If the twist hasn’t been spoiled already, go and watch. It’s a complete blast.

Shaun Of The Dead

Shaun of the Dead, zombies, movie, film, Simon Pegg, Nick Frost, Edgar Wright, horror, comedy

Hot Fuzz is terrific, but I suspect the Pegg/Wright/Frost trio will never better their first effort. It’s just too brilliant. Shaun Of The Dead is one of the extremely rare examples of a perfect horror comedy (a genre so difficult to get right), which works so well because it finds the perfect line between being hilarious and completely understanding the genre it’s parodying.

The Evil Dead


It’s the very lack of budget, at first likely to have been so restrictive, which has made The Evil Dead so endearing. A lot of people think Evil Dead 2′s the classic with its bonkers shift into comedy, but I’ve always loved the first one. It’s cheap and some of the acting is ridiculous, yet it’s equally charming and timeless, and I distinctly remember it being one of the first movies to really scare me (I was 12 and pretended to leave the room to go to the bathroom – I actually just couldn’t handle the first possession sequence).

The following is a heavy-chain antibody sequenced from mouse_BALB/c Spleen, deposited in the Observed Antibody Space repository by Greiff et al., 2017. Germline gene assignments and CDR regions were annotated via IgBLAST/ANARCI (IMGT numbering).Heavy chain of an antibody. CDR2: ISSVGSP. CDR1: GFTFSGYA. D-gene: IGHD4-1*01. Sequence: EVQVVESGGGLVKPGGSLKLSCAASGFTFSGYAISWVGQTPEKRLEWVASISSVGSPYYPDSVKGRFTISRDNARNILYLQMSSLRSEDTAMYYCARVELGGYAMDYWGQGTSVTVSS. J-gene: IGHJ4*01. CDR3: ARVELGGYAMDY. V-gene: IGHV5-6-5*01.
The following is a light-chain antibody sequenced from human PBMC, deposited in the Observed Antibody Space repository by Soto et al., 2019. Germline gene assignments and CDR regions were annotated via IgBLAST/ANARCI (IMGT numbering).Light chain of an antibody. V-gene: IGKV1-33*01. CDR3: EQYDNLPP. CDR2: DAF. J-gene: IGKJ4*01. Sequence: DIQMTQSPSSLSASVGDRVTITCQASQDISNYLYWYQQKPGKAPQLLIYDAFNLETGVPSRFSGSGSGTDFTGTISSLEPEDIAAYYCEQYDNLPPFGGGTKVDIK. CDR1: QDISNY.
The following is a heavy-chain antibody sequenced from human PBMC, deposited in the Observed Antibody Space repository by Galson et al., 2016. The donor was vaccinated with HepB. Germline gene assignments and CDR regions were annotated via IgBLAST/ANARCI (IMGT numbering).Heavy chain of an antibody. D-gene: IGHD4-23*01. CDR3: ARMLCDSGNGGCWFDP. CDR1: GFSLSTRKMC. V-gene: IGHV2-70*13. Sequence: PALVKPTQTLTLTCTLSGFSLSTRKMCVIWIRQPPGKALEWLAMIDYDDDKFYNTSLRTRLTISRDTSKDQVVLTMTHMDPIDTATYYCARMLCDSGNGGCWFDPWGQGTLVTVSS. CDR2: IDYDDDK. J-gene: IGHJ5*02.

Red State


Red State is Kevin Smith’s ode to Tarantino (Michael Parks’ insane evangelical speech is an obvious homage), and is a completely crazy movie. The bad guys (a group of probably inbred religious fundamentalists who hate anyone that isn’t a straight, white American and condone their own killing by calling it “God’s bidding”) are some of the most hateable characters you’ll ever see on-screen, while the good guys (John Goodman and his FBI team) spend the movie laughably taking the Michael out of them.

It’s an imperfect but fun blast of Tarantino-does-a-pantomime thrills.

Wrong Turn (all of them…)


They weren’t actually on the list, but what can I tell you. I’ll just say this: if you’re looking for a way to make Wrong Turn look like art, watch the rest of them.



Arguably Hitchcock’s most famous film, Psycho sort of gave birth to the slasher genre as we know it – at the very least, it laid the foundations for films like Halloween to come along and really take the genre by the scruff of the neck. But I don’t see it as a slasher movie at all; it’s a slow-burning psychological examination of a madman possessed by matriarchal tyranny, which happens to have a few stabby bits. In any case, it’s not one of my very favourite Hitchcock films, but that doesn’t mean it isn’t still excellent. Anthony Perkins is chillingly good.